Gill (Art Lover: A Biography of Peggy Guggenheim) takes as his subject the creation of Michelangelo Buonarroti's David. As with any tale of Renaissance art, much of the background story revolves around the politics and personalities involved. Focusing on the Medici in Florence, the Borgias in Rome, the military adventures of the French, and the spiritual machinations of Savonarola, Gill sometimes allows his main character, the strong-willed Michelangelo, to fade into the background. In addition to various military and political tidbits, the reader will pick up a few interesting facts about the creation of David-for example, that the block of stone had originally been planned for another piece of sculpture begun 40 years earlier. For another take on the artist as he creates one of his masterpieces, see Ross King's Michelangelo & the Pope's Ceiling. Gill does not offer much new to the recent spate of books on the period or the artists involved, and his book is more about the history of the period than about the sculpture itself, as the title suggests. Recommended only for larger collections with an interest in Renaissance art or culture.-Martin R. Kalfatovic, Smithsonian Inst. Libs., Washington, DC Copyright 2003 Reed Business Information.
Kirkus Reviews
Disappointing account of the creation of a great work of art. In spite, or perhaps because of, the strife and turmoil in 16th-century northern Italy, the arts, particularly the visual, flourished there to a degree not seen before or since. Florence, owing to its nascent democracy as well as its merchant class, led by the Medicis, benefited particularly from this artistic explosion and was home of, among others, Donatello, Leonardo, and Michelangelo. The latter, born into a noble but financially distressed family was discouraged from becoming a sculptor by his father who considered it beneath his station. Fortunately, he was "discovered" by the greatest Medici of all, Lorenzo the Magnificent, who took the young Michelangelo into his family and all but adopted him. Gill (Art Lover, 2002, etc.) spends most of these pages describing the turbulent events leading up to the creation of the world's best-known statue-but his heart seems not to be in it, telling what should be an enthralling tale in lackluster and listless prose. Sloppy repetitiousness further bogs down the narrative. He twice describes the Guild of Physicians and Apothecaries, as well an administrative building known as the Bargello and combines repetition with inconsistency when he writes that Michelangelo was little influenced by the countryside or nature and pages later tells of his "willingness to copy from nature." Nevertheless, the author follows all this up with a wonderfully written, fast-paced description of Michelangelo's actual sculpting of the David. Successfully placing the reader at the scene, Gill at last proves an adept storyteller as well as history writer, making the lead-up all the more regrettable. Overall,there are better choices in this crowded field.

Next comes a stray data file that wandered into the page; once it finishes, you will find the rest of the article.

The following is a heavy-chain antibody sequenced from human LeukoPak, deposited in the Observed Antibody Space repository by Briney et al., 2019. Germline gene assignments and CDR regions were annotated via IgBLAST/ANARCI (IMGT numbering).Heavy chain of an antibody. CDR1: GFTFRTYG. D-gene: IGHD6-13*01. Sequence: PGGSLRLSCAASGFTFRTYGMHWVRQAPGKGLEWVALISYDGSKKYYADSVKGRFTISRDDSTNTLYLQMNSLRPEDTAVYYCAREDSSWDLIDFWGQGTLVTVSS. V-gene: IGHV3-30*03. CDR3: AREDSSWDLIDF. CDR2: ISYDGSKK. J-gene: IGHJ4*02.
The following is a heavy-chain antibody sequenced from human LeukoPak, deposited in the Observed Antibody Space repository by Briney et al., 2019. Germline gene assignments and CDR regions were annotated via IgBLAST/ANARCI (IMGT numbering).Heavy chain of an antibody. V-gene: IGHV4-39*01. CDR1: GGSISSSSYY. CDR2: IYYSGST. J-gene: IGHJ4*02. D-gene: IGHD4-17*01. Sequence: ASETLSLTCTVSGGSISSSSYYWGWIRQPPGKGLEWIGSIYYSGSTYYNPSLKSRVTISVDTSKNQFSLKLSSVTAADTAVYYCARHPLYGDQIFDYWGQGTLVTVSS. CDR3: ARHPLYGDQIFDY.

From the Publisher

“There is certainly nothing rushed about this excellent account of the world's greatest sculptor... Through Gill's sensitive and accessible reading of the David in particular we can perhaps feel a little closer to [Michelangelo]... It would be well-deserved if this book is as successful as those by [Dava] Sobel and [Ross] King - Gill is a perceptive and accessible critic” —Sunday Herald

“A few pages into Anton Gill's new book and any readers who have never seen a Renaissance painting or sculpture will be packing their bags and heading for Italy. Not a page goes by without the excitement and drama of this period catching at your imagination... A compelling story that is well told.” —Country Living

“Gill's project may be ambitious, but his style and approach are aimed firmly at the general reader. In this he succeeds admirably and as an introduction to the Italian Renaissance Il Gigante could hardly be bettered.” —Daily Mail

Product Details

St. Martin's Press
Publication date:
Edition description:
First Edition
Product dimensions:
5.78(w) x 8.66(h) x 1.17(d)

Meet the Author

Anton Gill was educated at Chigwell School and Clare College, Cambridge. He became a full-time writer in 1984 after a few years working in the theatre, for the Arts Council and for the BBC. He is the author of a number of books, largely in the field of contemporary history, including studies of Germany before, during, and after World War II. He is also the author of Art Lover, a highly acclaimed biography of the collector of surreal and abstract art Peggy Guggenheim. When he isn't writing, Anton Gill travels. When he is, he lives in Bloomsbury, London.